Top tips for getting ahead in the workplace
Updated: Nov 16, 2020
Women's representation in the most senior roles in businses is far from what it could and should be. In the UK women represent only 5% of FTSE100 CEOs and 23% of the Executive Committee members of those businesses, with similar statistics in other western countries.
At Shape Talent we’re on a mission to support women to accelerate career so they can make a bigger impact.
So we've compiled some top tips to help you progress your career more quickly.
We also cover these in our Women’s Career Accelerator programme, with a module dedicated to each of the areas highlighted below. Click here to find out if this programme could be for you: https://womens-career-accelerator-programme.lpages.co/1/.
Navigating Power & Politics
Become politically savvy by getting to know the key players, where the real power lies (which may not be the same as the official power), and how decisions are made within your organisation.
Understand the key players agenda, preferences and objectives, and personalise your message to appeal to their cause.
Consider the extent of your political awareness and reflect on who can enable and empower you to succeed, so you can play an impactful role.
Build positive alliances. Not in a purely self-serving way, but as a way of achieving organisational objectives. Ensure there are people in the business who have ‘your back’.
Make politics less personal, in order to keep yourself on an even keel and be more resilient.
Develop and utilise your network by making sure you have people who can help you in three key areas: operationally, strategically and in your professional development (read this blog for more).
Map your network: write down everyone in your network in the above 3 categories and identify gaps.
Network online: join relevant groups and identify people of interest on LinkedIn, follow them, engage with their posts, and once you have established connection invite them for a virtual coffee.
Don’t be a time waster: when networking, be respectful of the person’s time. Ask their advice, insights and recommendations. And always ask how you can help them.
Nurture your network: don’t let yourself get forgotten. Once you’ve established a new network relationship, nurture it by keeping in contact at least 2-3 times a year.
Get a sponsor, ideally someone at least two levels above you.
Accept it: recognise that different perspectives and ideas, and some degree of conflict is inevitable and can be healthy in a workplace – it prevents group think and helps stimulate innovation.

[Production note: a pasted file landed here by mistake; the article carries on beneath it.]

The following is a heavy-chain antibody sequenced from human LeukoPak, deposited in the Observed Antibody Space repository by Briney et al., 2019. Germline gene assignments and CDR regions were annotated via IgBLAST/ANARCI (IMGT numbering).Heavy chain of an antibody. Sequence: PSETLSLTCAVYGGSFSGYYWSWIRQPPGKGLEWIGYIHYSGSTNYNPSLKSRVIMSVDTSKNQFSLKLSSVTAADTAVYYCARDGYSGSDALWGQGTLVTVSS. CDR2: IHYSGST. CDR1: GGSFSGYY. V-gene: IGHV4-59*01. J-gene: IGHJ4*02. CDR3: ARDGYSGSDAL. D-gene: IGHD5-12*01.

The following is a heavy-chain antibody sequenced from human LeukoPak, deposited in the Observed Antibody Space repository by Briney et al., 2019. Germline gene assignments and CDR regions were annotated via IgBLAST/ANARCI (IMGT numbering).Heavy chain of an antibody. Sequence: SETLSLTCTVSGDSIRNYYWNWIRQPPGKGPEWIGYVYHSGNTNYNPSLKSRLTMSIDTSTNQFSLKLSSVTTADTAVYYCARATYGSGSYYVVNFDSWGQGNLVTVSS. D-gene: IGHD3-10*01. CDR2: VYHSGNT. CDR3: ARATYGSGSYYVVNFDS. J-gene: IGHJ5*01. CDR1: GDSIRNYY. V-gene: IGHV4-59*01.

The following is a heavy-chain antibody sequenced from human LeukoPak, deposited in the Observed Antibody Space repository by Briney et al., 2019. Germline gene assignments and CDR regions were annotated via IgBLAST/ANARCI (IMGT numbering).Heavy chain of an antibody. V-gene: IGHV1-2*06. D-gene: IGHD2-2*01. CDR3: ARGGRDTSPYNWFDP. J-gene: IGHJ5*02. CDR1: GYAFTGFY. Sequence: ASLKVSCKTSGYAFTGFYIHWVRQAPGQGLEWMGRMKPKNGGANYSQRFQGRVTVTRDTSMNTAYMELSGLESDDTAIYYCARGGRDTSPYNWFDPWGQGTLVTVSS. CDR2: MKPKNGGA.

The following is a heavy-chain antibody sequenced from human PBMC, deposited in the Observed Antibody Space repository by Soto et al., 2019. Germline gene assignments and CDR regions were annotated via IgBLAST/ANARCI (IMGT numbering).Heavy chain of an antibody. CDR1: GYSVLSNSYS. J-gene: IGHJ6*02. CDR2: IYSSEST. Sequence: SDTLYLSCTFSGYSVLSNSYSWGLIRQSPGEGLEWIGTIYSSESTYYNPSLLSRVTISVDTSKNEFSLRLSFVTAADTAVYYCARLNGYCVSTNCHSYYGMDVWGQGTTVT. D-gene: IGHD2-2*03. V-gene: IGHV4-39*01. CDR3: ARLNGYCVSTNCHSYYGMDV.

Look for win-win outcomes: try to find a position where both parties achieve something valuable
Seek first to understand, then to be understood: These are the wise words of Steven Covey. Many misunderstandings can be avoided by careful listening.
Be professional – maintain your credibility and cool: always be respectful when faced with conflict. Losing your cool or being unprofessional will always come back to haunt you.
Have some time out: if you are struggling to keep your cool, take some time out, away from the confrontation, to calm yourself and revisit the conversation with a cooler and clearer head.
Understand your preferred way of dealing with conflict and contemplate the pros and cons. Remember most people default to their preferred style particularly under pressure, and this might be the time that an alternative approach will better serve you.
Know your worth! Take the time to really understand what drives you – your values, passions, interests and motivations, as well as your skills and expertise.
Be future focused: think about how you want your career to evolve – if you’re aspiring to senior leadership, what do you need to build to help get you there – what skills or key experiences are you missing?
Own your skills: too many women resist talking about their worth and achievements. Practice socially if need be, to get comfortable in talking about your accomplishments.
Be able to clearly articulate your proposition: have a clear 1-2 sentence answer that rolls off your tongue when explaining what you do. It should include what you are the best at (the value you provide), who you serve (your audience) and how you do it uniquely (your USP).
Self-promote by raising the profile of your work and by asking for high visibility assignments and opportunities (especially important for those returning from career off-ramping).
Consciously role-model the attributes that reflect the leader you aspire to being and want to be known for.
Sharon Peake is the founder and MD of Shape Talent Ltd, a gender equality coaching and consulting business established with the sole purpose of accelerating more women into senior leaderships roles in business. We work with organisations to remove the barriers to women’s progression and we work with individual women, helping them to achieve their career potential.
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